I’ve been working on getting Elasticsearch working on Kubernetes-On-ARM. The biggest problem has been storage. I’m using Elasticserach for storing logs and the cluster generates 1.4 million entries per day (i know, need to do something about it). If you want to deploy your applications to Kubernetes, sooner or later you need to think about how to solve storage and persistence.
Kubernetes is a distributed cluster where nodes and pods comes and goes. We don’t want to solve our persistence problem for a single node, we want to solve it for the whole cluster. That’s where Kubernetes Volumes comes in. A quick look at the different Volume Plugins that are available gives us the following alternatives:
I wrote an earlier post about
GlusterFS On Kubernetes-ARM.
I still use
glustefs and it’s running on my
boards, but the I/O performance isn’t enough for handling the logs from
Fluentd that are stored in Elasticsearch. We need a bigger machinery.
I’ve been looking for a board that have Gigabit Ethernet and SATA or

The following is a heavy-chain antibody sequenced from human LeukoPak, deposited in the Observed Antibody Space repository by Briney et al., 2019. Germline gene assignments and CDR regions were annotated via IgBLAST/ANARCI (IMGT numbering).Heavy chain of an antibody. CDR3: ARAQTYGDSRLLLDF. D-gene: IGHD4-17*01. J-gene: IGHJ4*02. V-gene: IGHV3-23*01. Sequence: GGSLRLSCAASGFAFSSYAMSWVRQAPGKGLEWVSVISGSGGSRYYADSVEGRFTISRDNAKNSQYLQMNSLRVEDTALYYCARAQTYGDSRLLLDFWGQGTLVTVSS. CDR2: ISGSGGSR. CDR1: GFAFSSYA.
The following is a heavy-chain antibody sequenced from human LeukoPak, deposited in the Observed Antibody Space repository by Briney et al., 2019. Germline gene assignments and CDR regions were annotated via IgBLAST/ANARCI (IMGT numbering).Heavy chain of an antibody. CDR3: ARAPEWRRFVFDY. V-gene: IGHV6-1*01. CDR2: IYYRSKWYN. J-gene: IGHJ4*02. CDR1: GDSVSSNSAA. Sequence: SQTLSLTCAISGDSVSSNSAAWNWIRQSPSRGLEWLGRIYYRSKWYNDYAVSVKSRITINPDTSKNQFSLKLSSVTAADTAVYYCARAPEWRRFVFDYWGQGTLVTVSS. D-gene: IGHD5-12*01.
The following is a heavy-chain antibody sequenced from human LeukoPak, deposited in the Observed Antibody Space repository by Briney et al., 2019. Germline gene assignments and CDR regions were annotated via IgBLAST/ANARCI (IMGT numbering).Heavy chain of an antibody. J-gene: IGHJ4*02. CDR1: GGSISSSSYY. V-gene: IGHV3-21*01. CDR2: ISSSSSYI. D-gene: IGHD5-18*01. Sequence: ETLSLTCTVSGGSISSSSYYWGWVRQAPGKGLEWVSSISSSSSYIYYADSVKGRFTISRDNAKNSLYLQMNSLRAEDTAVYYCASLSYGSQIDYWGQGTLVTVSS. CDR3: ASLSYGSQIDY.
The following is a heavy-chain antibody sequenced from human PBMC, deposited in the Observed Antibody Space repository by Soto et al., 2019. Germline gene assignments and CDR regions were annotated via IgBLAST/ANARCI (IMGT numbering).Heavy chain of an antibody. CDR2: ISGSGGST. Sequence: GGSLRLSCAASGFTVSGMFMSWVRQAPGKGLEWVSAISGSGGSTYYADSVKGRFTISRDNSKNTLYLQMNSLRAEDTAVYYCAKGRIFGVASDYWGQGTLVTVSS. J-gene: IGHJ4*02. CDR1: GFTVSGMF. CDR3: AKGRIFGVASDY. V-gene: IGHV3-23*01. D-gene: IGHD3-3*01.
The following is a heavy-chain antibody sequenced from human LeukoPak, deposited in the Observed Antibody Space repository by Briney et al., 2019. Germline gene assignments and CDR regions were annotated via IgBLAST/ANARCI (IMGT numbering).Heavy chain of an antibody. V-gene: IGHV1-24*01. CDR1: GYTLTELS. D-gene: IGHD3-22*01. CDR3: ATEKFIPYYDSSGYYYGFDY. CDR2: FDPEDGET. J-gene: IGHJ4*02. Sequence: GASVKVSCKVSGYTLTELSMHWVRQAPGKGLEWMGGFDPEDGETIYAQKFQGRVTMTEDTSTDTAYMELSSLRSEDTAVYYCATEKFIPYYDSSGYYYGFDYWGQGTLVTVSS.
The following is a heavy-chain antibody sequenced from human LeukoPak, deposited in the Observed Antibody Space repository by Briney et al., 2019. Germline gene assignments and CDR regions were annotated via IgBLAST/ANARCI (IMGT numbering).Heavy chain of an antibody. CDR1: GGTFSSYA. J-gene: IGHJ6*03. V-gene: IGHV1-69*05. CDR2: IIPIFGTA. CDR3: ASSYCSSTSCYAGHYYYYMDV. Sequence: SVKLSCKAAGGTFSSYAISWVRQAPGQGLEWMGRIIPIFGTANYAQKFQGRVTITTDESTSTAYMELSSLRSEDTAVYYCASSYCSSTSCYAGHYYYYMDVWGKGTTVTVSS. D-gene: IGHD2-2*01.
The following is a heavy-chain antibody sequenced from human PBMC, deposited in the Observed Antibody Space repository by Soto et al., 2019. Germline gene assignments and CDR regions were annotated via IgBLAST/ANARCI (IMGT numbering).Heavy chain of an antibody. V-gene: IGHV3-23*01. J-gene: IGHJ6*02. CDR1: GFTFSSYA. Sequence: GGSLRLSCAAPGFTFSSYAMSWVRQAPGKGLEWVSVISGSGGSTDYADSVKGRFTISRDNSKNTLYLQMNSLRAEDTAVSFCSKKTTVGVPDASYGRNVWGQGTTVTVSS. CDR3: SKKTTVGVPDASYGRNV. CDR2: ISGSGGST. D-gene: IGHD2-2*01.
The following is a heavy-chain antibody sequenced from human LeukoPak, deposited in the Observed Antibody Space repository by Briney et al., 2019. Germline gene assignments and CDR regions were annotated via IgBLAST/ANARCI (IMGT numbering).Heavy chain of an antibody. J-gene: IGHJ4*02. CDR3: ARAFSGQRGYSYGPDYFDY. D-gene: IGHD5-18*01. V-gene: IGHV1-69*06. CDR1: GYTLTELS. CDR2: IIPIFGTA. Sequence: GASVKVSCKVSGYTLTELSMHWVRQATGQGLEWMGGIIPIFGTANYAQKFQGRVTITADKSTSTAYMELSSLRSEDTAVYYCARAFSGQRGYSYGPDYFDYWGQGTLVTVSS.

USB 3, that can be used for handling persistence. But buying a board and some
disks and configuring services, that sounds a lot like building your own NAS,
and there are plenty of cheap NAS products out there that supports at least two
of the alternatives on our list,
I already own a home
NAS and it supports both
I created two different
PersistentVolume:s, one for each Volume Plugin, and
mounted them in two different Elasticsearch data node pods, and suddenly, all the
problems with Elasticsearch and Kibana is gone.
iSCSI Initiator in Arch Linux is rather straight forward:
$ pacman -S --noconfirm open-iscsi $ systemctl enable open-iscsi.service $ systemctl restart open-iscsi.service $ iscsiadm -m discovery -t sendtargets -p <ip of your iscsi target>
You need to repeat the steps above for each node in your cluster and that’s it,
if your not going to use
Now we can create a
apiVersion: v1 kind: PersistentVolume metadata: name: lun0 spec: capacity: storage: 10Gi accessModes: - ReadWriteOnce persistentVolumeReclaimPolicy: Retain iscsi: targetPortal: xxx.xxx.xxx.xxx:yyyy iqn: <iqn-target> lun: 0 fsType: ext4 readOnly: false
I leave it up to you to create a
PersistentVolumeClaim and mount it in to your
If you want to use your Kubernetes-On-ARM cluster for more advanced applications then you need to think about how to solve persistence.
I’ve found a solution that suits my needs using
nfs, the only
problem is that my NAS is almost full, and not so portable.
Maybe it’s time to build
Kodbasen cluster version 2?